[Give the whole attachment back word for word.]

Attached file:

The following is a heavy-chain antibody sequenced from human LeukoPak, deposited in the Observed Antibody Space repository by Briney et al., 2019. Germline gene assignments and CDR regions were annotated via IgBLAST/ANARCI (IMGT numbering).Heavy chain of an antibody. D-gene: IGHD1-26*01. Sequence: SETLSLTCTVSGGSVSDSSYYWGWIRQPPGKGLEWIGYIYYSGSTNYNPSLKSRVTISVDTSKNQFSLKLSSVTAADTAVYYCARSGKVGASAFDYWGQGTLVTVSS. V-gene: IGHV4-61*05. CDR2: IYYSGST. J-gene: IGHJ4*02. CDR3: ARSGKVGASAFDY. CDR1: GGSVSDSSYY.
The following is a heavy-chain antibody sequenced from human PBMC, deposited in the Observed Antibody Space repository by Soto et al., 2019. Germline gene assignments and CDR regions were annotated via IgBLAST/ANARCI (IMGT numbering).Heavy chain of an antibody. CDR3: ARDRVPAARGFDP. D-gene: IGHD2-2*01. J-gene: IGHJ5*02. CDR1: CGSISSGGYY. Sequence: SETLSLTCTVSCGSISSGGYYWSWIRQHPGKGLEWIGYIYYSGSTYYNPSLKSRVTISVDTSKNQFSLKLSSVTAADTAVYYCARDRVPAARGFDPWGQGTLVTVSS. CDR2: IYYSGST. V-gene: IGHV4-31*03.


The following is a heavy-chain antibody sequenced from human LeukoPak, deposited in the Observed Antibody Space repository by Briney et al., 2019. Germline gene assignments and CDR regions were annotated via IgBLAST/ANARCI (IMGT numbering).Heavy chain of an antibody. D-gene: IGHD1-26*01. Sequence: SETLSLTCTVSGGSVSDSSYYWGWIRQPPGKGLEWIGYIYYSGSTNYNPSLKSRVTISVDTSKNQFSLKLSSVTAADTAVYYCARSGKVGASAFDYWGQGTLVTVSS. V-gene: IGHV4-61*05. CDR2: IYYSGST. J-gene: IGHJ4*02. CDR3: ARSGKVGASAFDY. CDR1: GGSVSDSSYY.
The following is a heavy-chain antibody sequenced from human PBMC, deposited in the Observed Antibody Space repository by Soto et al., 2019. Germline gene assignments and CDR regions were annotated via IgBLAST/ANARCI (IMGT numbering).Heavy chain of an antibody. CDR3: ARDRVPAARGFDP. D-gene: IGHD2-2*01. J-gene: IGHJ5*02. CDR1: CGSISSGGYY. Sequence: SETLSLTCTVSCGSISSGGYYWSWIRQHPGKGLEWIGYIYYSGSTYYNPSLKSRVTISVDTSKNQFSLKLSSVTAADTAVYYCARDRVPAARGFDPWGQGTLVTVSS. CDR2: IYYSGST. V-gene: IGHV4-31*03.